Ohhhhh the HORROR of “TOO MUCH WATER”, “TOO FAST” … earthquakes !! I see a Hollywoody DISASTER film coming … to “teach” all you SUV drivers how you’ve RUINED gaia … ha ha ha ha ha ha ha ha

george e. smith
Reply to  Kenji
March 3, 2017 7:21 pm

Kenji is getting much better coverage these days, since being accepted into the hallowed halls of the UOCS.

Way to go there Kenji !


March 3, 2017 9:55 am

What politicians and their willing handmaidens in the media put out is not the nuanced definition of drought in California. That would be interesting and informative but useless in driving a narrative.

AGW is a political narrative first, a quasi religion second, and a sloppy fraudulent abuse of science third. The skeptic community is not about parsing words. We aim to push the whole thing and it’s promoters straight into the dustbin of history. You may chuckle at that but most of us here are veterans of a similar win. We have the fortitude to get it done.

March 3, 2017 10:02 am

“In addition, as global warming drives up average temperatures in California, more precipitation will fall as rain, not as snow…” What a strange sentence to throw in an article about snow being nearly twice normal.

michael hart
Reply to  skorrent1
March 3, 2017 5:49 pm

Yes. A reasonable person might say “Well it doesn’t seem to have started doing so yet.”

March 3, 2017 10:08 am

“Heads up: Dry weather returns Tuesday”

I bet a lot of folks are happy at that forecast!

March 3, 2017 10:10 am

Lets hope for a cool spring and a slow melt, to help recharge downslope aquifers.

John F. Hultquist
Reply to  ristvan
March 3, 2017 9:30 pm

Here on the eastern slope of the Washington Cascades the “cool & slow” thing is ongoing. As yet there is no flooding and summer irrigation water looks good.
Things at our elevation of 2,200 feet are getting a bit sloppy each mid-afternoon. Down stream, at under 1,000 feet, the snow is almost gone and the surface is drying some. Work in fields and fruit plots is underway below about 800 feet, but not much.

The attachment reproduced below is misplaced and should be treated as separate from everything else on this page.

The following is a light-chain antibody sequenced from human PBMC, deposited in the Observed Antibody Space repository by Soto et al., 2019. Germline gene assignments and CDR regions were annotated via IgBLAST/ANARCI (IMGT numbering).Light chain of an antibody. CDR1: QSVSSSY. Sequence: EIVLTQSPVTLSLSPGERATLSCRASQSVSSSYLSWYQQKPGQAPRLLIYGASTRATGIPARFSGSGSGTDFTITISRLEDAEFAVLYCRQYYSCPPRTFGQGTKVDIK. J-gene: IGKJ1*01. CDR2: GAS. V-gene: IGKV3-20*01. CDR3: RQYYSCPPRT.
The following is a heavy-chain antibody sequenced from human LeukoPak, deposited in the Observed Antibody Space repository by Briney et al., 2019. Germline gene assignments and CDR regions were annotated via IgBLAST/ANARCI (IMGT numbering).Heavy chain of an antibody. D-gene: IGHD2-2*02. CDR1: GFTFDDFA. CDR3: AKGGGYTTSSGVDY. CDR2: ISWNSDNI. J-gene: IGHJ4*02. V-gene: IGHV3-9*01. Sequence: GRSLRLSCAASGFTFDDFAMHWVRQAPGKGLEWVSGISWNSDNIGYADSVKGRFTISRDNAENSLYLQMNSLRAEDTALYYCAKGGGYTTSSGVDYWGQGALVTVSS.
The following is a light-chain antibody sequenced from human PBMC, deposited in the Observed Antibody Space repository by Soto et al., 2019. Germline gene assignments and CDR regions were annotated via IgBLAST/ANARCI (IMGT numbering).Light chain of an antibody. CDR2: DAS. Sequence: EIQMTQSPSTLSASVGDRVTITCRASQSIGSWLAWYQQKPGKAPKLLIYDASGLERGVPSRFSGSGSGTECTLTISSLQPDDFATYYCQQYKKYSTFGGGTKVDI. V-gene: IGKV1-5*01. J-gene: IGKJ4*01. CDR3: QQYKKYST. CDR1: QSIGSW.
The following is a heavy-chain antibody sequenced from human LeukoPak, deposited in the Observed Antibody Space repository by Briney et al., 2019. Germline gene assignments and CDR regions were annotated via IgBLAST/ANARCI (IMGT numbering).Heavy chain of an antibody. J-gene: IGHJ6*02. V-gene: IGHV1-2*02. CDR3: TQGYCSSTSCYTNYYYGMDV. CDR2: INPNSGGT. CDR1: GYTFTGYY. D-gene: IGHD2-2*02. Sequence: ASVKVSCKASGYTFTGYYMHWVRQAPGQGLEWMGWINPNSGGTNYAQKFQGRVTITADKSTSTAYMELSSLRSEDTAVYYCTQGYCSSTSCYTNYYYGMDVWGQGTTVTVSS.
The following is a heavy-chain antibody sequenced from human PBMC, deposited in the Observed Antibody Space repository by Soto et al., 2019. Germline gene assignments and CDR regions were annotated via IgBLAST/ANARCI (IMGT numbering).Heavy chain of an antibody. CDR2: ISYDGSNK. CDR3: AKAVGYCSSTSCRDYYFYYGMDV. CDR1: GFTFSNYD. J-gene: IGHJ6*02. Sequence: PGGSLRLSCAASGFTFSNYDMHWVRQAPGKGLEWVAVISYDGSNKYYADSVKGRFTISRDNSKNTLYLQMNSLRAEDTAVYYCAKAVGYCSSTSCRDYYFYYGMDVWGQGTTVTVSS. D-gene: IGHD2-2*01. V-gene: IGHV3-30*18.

March 3, 2017 10:11 am

lts not just California where the SWE is above average.
Right across the NH the SWE is above average.

John F. Hultquist
Reply to  taxed
March 3, 2017 9:46 pm

comment image

March 3, 2017 10:17 am

It’s ironic that the most ardent believers in ‘climate change’ seem always to be the most astonished when the climate does actually change. Whatever has been the pattern for the last few years, they all too often assume to be permanent.
In such people’s minds, it appears, the climate only changes when humans do something bad.

March 3, 2017 10:22 am

Anyone want to place bets as to how much of that snowpack, once it begins to melt, will be pumped into the ocean (leading to another water shortage)?

Reply to  Todd
March 3, 2017 10:55 am

Well … we have ALREADY seen Oroville DUMPED (due to governmental malfeasance) … and all other major reservoirs have already been steadily DUMPED to make way for snowmelt … better HURRY UP and take photos of our FULL reservoirs … because YOUTUBE will be full of drained reservoir pictures very soon.

Reply to  Todd
March 3, 2017 12:13 pm

Todd, they are just getting ready for the next permanent drought by releasing all the water now.
True Courtney, but climate makes weather. The crystal ball seers couldn’t predict rain in either Australia or California. The gave the same warning in Australia as California.. permanent drought. They run the alarmist up to the max, then when the periodic rains appear, look climate change right before our eyes.

Reply to  Todd
March 3, 2017 12:39 pm

No Worries Todd, Governor Moonbeam is all on it !

And that’s not the only thing that Moonbeam is on…

March 3, 2017 10:35 am

Whether that is good news or bad news is in the eye of the beholder. Don’t think many outside WUWT will find this good news. I think it’s great

March 3, 2017 11:01 am

There are a lot of comparisons these days to the early 1980s. Give it another few years and the comparisons with be against the coming ice age era of the 70s.